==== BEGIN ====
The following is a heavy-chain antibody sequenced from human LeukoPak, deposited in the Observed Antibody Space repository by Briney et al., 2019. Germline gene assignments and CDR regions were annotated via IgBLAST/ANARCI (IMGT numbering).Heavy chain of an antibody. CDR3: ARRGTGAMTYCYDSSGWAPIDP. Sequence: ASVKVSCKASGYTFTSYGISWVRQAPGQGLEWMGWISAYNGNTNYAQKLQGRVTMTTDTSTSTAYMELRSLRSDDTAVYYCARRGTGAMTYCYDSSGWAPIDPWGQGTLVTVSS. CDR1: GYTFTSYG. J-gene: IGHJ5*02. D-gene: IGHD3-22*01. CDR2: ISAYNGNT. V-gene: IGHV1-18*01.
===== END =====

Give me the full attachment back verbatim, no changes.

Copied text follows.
The following is a heavy-chain antibody sequenced from human LeukoPak, deposited in the Observed Antibody Space repository by Briney et al., 2019. Germline gene assignments and CDR regions were annotated via IgBLAST/ANARCI (IMGT numbering).Heavy chain of an antibody. CDR3: ARRGTGAMTYCYDSSGWAPIDP. Sequence: ASVKVSCKASGYTFTSYGISWVRQAPGQGLEWMGWISAYNGNTNYAQKLQGRVTMTTDTSTSTAYMELRSLRSDDTAVYYCARRGTGAMTYCYDSSGWAPIDPWGQGTLVTVSS. CDR1: GYTFTSYG. J-gene: IGHJ5*02. D-gene: IGHD3-22*01. CDR2: ISAYNGNT. V-gene: IGHV1-18*01.